Friday, January 17, 2014

Writing Strong Female Characters

In our feminist society, it’s easy to believe that women are only portrayed as strong in media if they can fight just as well as the men can. But that’s a lie. I don’t believe that women are misrepresented in stories, but I really don’t have a wide-enough knowledge of pop culture to expand on that.  The
Courtesy of Pixabay
fact of the matter, though, is that women and men are different. Thus, they should be portrayed differently.

In my opinion, the best way to make a female character strong is to make her real. The housewife who cares for an adoring husband and five children can be just as strong as the female colonel in the Army who fought her way through the ranks. Our job as writers is to make them both real to our readers.

I love both Arwen and Eowyn in Lord of the Rings. Each is a princess of her people, and each woman shows strength in her own way. Arwen chooses mortality, going against her father’s fears, to stand by the man she loves. Eowyn literally does battle to save her people. They each make difficult choices for what they believe in – for Arwen, it’s love, for Eowyn, freedom. Thus, my first thought on creating strong female characters:
  • Give her something to believe in. In my book, Raiders’ Rise, Zana believes in her family and in the necessity of saving them. She has a purpose. Give your female characters a goal and a mission (not always the same thing), and you will develop the first layer in a strong woman.
I also admire Elisa Lindheim in The Zion Covenant series by Bodie and Brock Thoene. If you haven’t read them, investigate the series. They’re complicated books, but I love them. Elisa is a half-Jewish violinist in 1930’s Europe, facing the threat of Hitler. I could have just as easily used her for my “Something to believe in” example, but I chose to let her represent femininity:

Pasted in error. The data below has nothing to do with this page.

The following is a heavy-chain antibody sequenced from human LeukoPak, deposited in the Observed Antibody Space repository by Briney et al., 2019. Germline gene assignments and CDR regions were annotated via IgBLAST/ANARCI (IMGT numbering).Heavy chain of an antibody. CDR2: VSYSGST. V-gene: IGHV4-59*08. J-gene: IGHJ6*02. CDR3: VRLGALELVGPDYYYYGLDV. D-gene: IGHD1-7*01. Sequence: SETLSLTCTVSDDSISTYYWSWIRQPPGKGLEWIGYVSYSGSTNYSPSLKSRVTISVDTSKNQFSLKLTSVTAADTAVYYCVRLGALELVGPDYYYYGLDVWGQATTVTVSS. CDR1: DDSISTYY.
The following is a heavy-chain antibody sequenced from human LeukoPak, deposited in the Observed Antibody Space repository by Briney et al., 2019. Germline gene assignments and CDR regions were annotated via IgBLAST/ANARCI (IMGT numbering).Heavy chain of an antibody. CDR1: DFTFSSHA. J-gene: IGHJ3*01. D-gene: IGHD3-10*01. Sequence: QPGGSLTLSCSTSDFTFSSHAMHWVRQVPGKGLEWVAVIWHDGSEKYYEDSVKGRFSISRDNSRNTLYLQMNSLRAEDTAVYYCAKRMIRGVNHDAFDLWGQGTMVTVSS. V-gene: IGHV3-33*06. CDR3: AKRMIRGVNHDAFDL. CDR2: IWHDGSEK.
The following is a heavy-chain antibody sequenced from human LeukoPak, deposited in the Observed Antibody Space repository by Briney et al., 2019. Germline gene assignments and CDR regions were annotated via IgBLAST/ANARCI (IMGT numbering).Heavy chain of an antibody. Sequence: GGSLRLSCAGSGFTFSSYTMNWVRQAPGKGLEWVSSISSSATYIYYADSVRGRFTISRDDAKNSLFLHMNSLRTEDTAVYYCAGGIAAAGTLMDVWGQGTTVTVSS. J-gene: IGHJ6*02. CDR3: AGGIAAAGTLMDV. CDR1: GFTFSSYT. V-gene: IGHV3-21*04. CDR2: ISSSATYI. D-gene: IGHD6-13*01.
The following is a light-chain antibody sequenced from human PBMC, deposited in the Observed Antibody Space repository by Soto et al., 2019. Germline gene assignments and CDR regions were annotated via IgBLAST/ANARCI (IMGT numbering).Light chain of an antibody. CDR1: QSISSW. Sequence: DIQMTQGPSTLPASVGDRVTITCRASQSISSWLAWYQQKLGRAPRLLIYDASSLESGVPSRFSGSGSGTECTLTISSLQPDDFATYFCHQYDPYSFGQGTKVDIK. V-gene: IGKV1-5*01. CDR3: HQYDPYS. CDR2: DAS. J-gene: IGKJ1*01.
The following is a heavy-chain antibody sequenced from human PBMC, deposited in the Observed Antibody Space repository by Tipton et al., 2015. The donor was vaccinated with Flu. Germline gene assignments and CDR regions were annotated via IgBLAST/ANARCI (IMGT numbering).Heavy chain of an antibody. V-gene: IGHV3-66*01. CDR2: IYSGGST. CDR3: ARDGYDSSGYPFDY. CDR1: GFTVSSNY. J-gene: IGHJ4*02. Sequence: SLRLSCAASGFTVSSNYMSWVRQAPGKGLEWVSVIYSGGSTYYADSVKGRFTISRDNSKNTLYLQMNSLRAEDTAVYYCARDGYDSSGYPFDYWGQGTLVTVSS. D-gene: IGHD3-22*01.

• Let her act like a woman. One of my biggest problems with female characters created as a nod to feminism is that they are often portrayed as overly gruff, stern, non-feminine versions of their male counterparts. One of the biggest strengths of women is their emotion. It’s also our greatest weakness, but that’s how most people’s traits go. Our emotional fabric is very different from that of men, and it gives us unique abilities. So it always feels wrong to me to see women like that. Are they out there? Yes. But it’s not the norm. Woman are emotional. That’s just how we were created. Elisa Lindheim is a beautiful cauldron of emotions, torn in several different directions. Her strength comes by channeling those feelings. And she’s feminine. She wears dresses and heels. She loves romance. At times, she’s incredibly sweet and soft. But you can’t doubt her strength. Celebrate your female character’s femininity, even if it’s only minimal. Don’t destroy it; used correctly, it will make her a better creation.
I’m going to go with my own character, Zana, for this next one. She’s a princess of Meristos, used to privilege. She doesn’t know what it’s like to truly suffer. Others do the heavy lifting for her usually. But she surprises even herself on this journey.